Today is Ash Wednesday. As someone who was raised Catholic, and even began the preliminary steps to take ordination in the Catholic Church, this is a profoundly meaningful and essential day. But the uses to which this day is put by the cult of belief that grew up around the teachings of Jesus, and the uses to which it might be put by Buddhist teaching and practice, could not be farther apart.
Ash Wednesday in the Christian calendar is this remembrance of death: we come from dust and we return to dust. “Ashes to ashes, and dust to dust” is intoned in the Catholic funerary rites. Buddhism has the same insight. In Sino-Korean, it’s mu sang boeb. Reflection on the condition of the impermanence of conditioned reality is the beginning of practice. Everything phenomenon that appears undergoes change and dissolution. The great Dōgen said, “One must be deeply aware of the impermanence of this world.”
But whereas in what we call “Christian” thinking, that meaning got turned into a cult of “Oh, everything is permanent. There is no way out of that trap. We need to wait for a savior who will be resurrected from that, too, and save me!”, in Buddhism, that insight into impermanence leads to “I can sit down and liberate myself and liberate others with this powerful technology — meditation.” They are radically opposite approaches. Although it is increasingly popular among Christians to do different kinds of meditations, if they are waiting for a savior to rescue them from this, it cannot be considered true meditation.
So, today is Ash Wednesday in the Catholic and Christian world. Christians will “wait” for Jesus for some six weeks or something to be resurrected again. Yesterday was Mardi Gras — “fat Tuesday” — the last partying before the fasting and everything that leads to the expectation of some resurrection to save me somehow. “Oh, now we get serious! Jesus will come and save us.” Ash Wednesday marks the beginning of this intensified fasting and penance as we prepare ourselves for the savior who will come and give us a “means” for conquering impermanence. And what are those “means”? Further belief in him.
Being a living being is hard: we’re born without asking, and in some way (usually not of our choosing), we die. You don’t need a degree in philosophy from Yale to know that, from an ontological perspective, that shit’s fucked up. Ha ha ha ha ha!!! This is the basic message of today, Ash Wednesday. “Man, this existence shit’s fucked up. We’re born, we die. No way out! That shit is totally fucked up! So we’ve got to wait for a Savior! We need Superman! He’ll come to save us from that situation our parents brought us into when they did this thing that gave them a few minutes of pleasure but now I have to deal with it and fear losing everything I love through it, at a time and a place most likely not of my choosing. I’m terrified. Someone save me!” It’s definitely a very understandable feeling. As Dae Soen Sa Nim used to say, “Being born is already a big mistake!”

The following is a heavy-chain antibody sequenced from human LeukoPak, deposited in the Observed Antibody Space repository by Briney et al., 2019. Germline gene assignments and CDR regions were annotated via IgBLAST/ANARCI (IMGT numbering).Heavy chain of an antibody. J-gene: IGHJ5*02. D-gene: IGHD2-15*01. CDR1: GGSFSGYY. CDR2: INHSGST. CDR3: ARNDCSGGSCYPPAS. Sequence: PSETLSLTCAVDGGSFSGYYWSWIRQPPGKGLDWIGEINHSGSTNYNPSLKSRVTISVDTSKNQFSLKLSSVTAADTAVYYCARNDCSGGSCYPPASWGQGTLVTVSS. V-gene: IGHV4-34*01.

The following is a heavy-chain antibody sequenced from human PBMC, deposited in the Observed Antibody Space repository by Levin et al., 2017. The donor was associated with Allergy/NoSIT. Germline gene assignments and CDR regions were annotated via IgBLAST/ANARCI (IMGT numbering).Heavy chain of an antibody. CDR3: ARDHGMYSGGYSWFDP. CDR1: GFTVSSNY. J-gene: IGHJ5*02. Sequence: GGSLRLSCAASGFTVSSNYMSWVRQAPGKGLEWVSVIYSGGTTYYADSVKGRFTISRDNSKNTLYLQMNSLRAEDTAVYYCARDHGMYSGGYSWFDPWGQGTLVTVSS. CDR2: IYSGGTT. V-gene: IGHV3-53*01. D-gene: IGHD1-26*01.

But that absurd mistake need not lead to creating yet another one!
Buddhism looks into the very same matter of impermanence. But whereas many are taught to expect outside solutions that can never come, the Buddha showed us how to look more deeply into the very root of the matter, in the way that Socrates urged our existential seeking: “What am I?” And then from that turning, looking directly into the very nature of mind itself, we attain our True Nature before thinking arises. This has no life or death. This never comes or goes. This cannot be “resurrected,” and nor does it need resurrection, because it was never born in the first place!
Christian-themed day of observance or not, Ash Wednesday is a true day for reflecting on impermanence: “Remember that you are dust, and to dust you shall return.” The means by which you derive helpful insight from it is, of course, your own choice.